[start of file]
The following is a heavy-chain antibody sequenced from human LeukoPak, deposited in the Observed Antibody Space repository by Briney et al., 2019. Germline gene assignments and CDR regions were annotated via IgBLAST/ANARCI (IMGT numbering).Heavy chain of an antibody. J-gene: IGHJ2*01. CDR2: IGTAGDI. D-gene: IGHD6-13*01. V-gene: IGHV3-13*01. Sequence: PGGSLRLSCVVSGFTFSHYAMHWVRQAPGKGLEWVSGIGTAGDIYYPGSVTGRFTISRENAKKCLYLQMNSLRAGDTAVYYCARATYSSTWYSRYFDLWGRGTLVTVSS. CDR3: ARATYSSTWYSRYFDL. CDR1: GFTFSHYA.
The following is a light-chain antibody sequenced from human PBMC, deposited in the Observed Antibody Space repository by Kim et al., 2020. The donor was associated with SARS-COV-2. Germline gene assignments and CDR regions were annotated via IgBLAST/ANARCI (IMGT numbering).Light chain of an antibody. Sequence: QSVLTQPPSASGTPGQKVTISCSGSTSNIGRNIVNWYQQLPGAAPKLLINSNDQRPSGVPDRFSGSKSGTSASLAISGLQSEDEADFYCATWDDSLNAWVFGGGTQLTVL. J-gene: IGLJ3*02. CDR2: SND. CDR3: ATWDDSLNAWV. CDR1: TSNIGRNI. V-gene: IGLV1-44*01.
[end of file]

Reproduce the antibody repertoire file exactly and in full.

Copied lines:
The following is a heavy-chain antibody sequenced from human LeukoPak, deposited in the Observed Antibody Space repository by Briney et al., 2019. Germline gene assignments and CDR regions were annotated via IgBLAST/ANARCI (IMGT numbering).Heavy chain of an antibody. J-gene: IGHJ2*01. CDR2: IGTAGDI. D-gene: IGHD6-13*01. V-gene: IGHV3-13*01. Sequence: PGGSLRLSCVVSGFTFSHYAMHWVRQAPGKGLEWVSGIGTAGDIYYPGSVTGRFTISRENAKKCLYLQMNSLRAGDTAVYYCARATYSSTWYSRYFDLWGRGTLVTVSS. CDR3: ARATYSSTWYSRYFDL. CDR1: GFTFSHYA.
The following is a light-chain antibody sequenced from human PBMC, deposited in the Observed Antibody Space repository by Kim et al., 2020. The donor was associated with SARS-COV-2. Germline gene assignments and CDR regions were annotated via IgBLAST/ANARCI (IMGT numbering).Light chain of an antibody. Sequence: QSVLTQPPSASGTPGQKVTISCSGSTSNIGRNIVNWYQQLPGAAPKLLINSNDQRPSGVPDRFSGSKSGTSASLAISGLQSEDEADFYCATWDDSLNAWVFGGGTQLTVL. J-gene: IGLJ3*02. CDR2: SND. CDR3: ATWDDSLNAWV. CDR1: TSNIGRNI. V-gene: IGLV1-44*01.